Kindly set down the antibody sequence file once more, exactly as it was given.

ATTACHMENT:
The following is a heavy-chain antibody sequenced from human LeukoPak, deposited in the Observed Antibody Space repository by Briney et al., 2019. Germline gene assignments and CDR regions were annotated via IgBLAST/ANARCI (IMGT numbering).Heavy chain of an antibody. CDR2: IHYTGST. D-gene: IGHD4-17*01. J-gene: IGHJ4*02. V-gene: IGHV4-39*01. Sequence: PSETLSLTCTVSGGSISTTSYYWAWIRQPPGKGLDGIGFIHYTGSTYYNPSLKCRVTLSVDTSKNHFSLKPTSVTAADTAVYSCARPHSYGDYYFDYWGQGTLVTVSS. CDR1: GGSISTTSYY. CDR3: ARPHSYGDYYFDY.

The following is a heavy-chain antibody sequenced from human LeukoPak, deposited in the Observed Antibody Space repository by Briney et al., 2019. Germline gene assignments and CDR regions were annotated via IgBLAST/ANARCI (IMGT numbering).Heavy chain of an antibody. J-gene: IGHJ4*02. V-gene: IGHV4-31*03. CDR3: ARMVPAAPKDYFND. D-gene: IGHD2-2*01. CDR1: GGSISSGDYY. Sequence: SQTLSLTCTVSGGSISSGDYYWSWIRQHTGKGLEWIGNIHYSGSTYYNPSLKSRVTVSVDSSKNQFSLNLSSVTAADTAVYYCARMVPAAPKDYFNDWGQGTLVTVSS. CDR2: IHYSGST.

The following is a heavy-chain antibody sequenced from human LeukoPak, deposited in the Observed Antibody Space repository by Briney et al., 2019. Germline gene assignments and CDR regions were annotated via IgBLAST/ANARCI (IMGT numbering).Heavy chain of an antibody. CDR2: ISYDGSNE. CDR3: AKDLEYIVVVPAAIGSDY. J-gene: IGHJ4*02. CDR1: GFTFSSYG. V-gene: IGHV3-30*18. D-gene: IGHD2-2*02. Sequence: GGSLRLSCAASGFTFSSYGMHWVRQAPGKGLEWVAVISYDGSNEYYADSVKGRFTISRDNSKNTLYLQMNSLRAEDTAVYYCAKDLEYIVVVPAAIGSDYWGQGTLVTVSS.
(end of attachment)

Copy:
The following is a heavy-chain antibody sequenced from human LeukoPak, deposited in the Observed Antibody Space repository by Briney et al., 2019. Germline gene assignments and CDR regions were annotated via IgBLAST/ANARCI (IMGT numbering).Heavy chain of an antibody. CDR2: IHYTGST. D-gene: IGHD4-17*01. J-gene: IGHJ4*02. V-gene: IGHV4-39*01. Sequence: PSETLSLTCTVSGGSISTTSYYWAWIRQPPGKGLDGIGFIHYTGSTYYNPSLKCRVTLSVDTSKNHFSLKPTSVTAADTAVYSCARPHSYGDYYFDYWGQGTLVTVSS. CDR1: GGSISTTSYY. CDR3: ARPHSYGDYYFDY.

The following is a heavy-chain antibody sequenced from human LeukoPak, deposited in the Observed Antibody Space repository by Briney et al., 2019. Germline gene assignments and CDR regions were annotated via IgBLAST/ANARCI (IMGT numbering).Heavy chain of an antibody. J-gene: IGHJ4*02. V-gene: IGHV4-31*03. CDR3: ARMVPAAPKDYFND. D-gene: IGHD2-2*01. CDR1: GGSISSGDYY. Sequence: SQTLSLTCTVSGGSISSGDYYWSWIRQHTGKGLEWIGNIHYSGSTYYNPSLKSRVTVSVDSSKNQFSLNLSSVTAADTAVYYCARMVPAAPKDYFNDWGQGTLVTVSS. CDR2: IHYSGST.

The following is a heavy-chain antibody sequenced from human LeukoPak, deposited in the Observed Antibody Space repository by Briney et al., 2019. Germline gene assignments and CDR regions were annotated via IgBLAST/ANARCI (IMGT numbering).Heavy chain of an antibody. CDR2: ISYDGSNE. CDR3: AKDLEYIVVVPAAIGSDY. J-gene: IGHJ4*02. CDR1: GFTFSSYG. V-gene: IGHV3-30*18. D-gene: IGHD2-2*02. Sequence: GGSLRLSCAASGFTFSSYGMHWVRQAPGKGLEWVAVISYDGSNEYYADSVKGRFTISRDNSKNTLYLQMNSLRAEDTAVYYCAKDLEYIVVVPAAIGSDYWGQGTLVTVSS.